Each Sunday, the Washington Post runs an opinion piece debunking five myths about a topic in the news. Bill Gale and I penned today’s, addressing five myths about the 47 percent of households who pay no federal income tax in any given year. Here is the Cliff Notes version:
Myth #1: Forty-seven percent of Americans don’t pay taxes. “This oft-heard claim ignores the many other taxes Americans encounter in their daily lives.”
Myth #2: Members of the 47 percent will never pay federal income taxes. In fact, households often move in and out of the 47 percent, primarily because of changes in their income.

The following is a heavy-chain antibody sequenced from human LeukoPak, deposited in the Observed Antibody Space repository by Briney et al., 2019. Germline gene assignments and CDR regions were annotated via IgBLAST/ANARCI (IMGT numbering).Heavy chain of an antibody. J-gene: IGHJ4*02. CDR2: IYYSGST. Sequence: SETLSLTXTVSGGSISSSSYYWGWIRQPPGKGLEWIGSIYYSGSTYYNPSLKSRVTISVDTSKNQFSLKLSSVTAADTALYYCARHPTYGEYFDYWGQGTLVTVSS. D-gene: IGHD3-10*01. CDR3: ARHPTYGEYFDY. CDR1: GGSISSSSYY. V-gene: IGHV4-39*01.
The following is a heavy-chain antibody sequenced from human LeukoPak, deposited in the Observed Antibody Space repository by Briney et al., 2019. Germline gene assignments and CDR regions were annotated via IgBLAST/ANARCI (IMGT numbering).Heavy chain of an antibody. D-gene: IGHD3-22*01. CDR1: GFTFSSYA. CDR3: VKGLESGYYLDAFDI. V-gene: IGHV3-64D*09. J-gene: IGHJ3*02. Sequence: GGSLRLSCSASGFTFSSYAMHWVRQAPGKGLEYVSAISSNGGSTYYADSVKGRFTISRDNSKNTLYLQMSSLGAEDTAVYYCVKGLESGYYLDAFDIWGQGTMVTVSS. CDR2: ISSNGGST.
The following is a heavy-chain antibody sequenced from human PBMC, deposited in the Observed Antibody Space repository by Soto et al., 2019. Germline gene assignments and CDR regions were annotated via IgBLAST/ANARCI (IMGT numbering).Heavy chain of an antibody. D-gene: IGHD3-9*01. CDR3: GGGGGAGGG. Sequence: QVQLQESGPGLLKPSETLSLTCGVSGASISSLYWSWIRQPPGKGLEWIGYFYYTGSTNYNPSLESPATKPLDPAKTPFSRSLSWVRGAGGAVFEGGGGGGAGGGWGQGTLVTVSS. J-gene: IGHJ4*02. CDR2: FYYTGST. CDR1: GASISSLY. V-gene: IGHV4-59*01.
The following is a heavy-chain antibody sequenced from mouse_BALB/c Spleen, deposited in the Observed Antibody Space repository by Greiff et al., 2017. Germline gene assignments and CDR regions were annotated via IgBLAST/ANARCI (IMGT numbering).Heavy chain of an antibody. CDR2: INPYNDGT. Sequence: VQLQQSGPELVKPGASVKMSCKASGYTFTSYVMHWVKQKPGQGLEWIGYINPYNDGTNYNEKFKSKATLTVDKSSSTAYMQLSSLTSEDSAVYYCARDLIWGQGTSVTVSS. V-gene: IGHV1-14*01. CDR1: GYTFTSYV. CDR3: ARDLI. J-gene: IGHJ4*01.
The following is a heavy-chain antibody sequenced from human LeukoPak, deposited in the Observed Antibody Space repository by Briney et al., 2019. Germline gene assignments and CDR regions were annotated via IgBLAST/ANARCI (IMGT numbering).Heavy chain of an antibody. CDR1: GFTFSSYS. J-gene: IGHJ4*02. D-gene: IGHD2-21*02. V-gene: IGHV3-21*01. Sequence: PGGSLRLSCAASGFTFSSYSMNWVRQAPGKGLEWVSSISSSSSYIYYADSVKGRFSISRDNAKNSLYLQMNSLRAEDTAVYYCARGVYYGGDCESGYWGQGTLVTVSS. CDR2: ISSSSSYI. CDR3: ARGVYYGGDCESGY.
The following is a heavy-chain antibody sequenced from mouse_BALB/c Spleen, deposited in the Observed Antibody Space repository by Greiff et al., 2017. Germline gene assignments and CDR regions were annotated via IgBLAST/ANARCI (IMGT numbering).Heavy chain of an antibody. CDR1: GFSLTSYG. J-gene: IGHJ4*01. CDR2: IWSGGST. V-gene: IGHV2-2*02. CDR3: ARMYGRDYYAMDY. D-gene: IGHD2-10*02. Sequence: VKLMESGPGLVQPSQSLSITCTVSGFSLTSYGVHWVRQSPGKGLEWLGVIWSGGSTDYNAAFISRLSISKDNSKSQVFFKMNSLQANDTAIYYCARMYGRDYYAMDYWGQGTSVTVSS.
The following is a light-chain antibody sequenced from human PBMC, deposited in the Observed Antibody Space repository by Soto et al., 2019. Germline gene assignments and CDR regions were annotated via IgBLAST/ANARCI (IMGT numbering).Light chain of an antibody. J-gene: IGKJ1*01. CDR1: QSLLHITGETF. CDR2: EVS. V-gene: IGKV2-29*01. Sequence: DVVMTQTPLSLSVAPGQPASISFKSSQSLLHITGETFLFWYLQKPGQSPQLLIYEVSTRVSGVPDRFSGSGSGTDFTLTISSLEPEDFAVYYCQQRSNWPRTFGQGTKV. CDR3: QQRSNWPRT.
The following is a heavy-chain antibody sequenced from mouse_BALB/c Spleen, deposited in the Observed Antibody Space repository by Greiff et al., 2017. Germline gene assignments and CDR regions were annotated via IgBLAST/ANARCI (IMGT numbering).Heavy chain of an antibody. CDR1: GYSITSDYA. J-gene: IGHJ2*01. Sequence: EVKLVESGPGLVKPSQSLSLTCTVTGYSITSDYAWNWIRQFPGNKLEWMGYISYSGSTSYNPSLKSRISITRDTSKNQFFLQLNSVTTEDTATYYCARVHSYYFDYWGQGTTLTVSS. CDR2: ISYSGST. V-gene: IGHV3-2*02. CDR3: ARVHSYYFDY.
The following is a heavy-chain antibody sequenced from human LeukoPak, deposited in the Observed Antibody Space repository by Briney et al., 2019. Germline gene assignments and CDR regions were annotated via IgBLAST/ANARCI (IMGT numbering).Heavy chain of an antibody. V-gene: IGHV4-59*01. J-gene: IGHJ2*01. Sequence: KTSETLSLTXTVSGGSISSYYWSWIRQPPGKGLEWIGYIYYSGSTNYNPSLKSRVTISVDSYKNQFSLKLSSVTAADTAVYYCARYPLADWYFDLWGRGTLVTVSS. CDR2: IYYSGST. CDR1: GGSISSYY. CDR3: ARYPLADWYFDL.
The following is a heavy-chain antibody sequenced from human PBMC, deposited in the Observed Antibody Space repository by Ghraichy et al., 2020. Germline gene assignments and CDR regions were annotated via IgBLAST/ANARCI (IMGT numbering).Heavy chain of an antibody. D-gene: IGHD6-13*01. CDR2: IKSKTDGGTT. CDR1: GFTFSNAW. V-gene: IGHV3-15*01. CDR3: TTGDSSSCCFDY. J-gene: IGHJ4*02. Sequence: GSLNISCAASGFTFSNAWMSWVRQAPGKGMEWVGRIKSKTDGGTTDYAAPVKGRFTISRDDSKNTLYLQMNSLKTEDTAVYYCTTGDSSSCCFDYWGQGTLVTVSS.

Myth #3: Many high-income people game the system to pay no income tax. Gaming certainly happens, but “it has essentially nothing to do with who does and doesn’t pay income taxes … the vast majority of people who pay no federal income tax have low earnings, are elderly or have children at home.” They aren’t scheming millionaires.
Myth #4: The 47 percent vote Democratic. Many low-income folks don’t vote at all; many seniors vote Republican.
Myth #5: Tax increases are the only way to bring more of these households onto the [income] tax rolls. Rolling back tax breaks like the child credit would, of course, be one way to reduce the ranks of the 47 percent, if one were so inclined. But don’t forget economic growth. Faster job creation and growing incomes would help move some households up the income scale and out of the 47 percent.
The full version is here.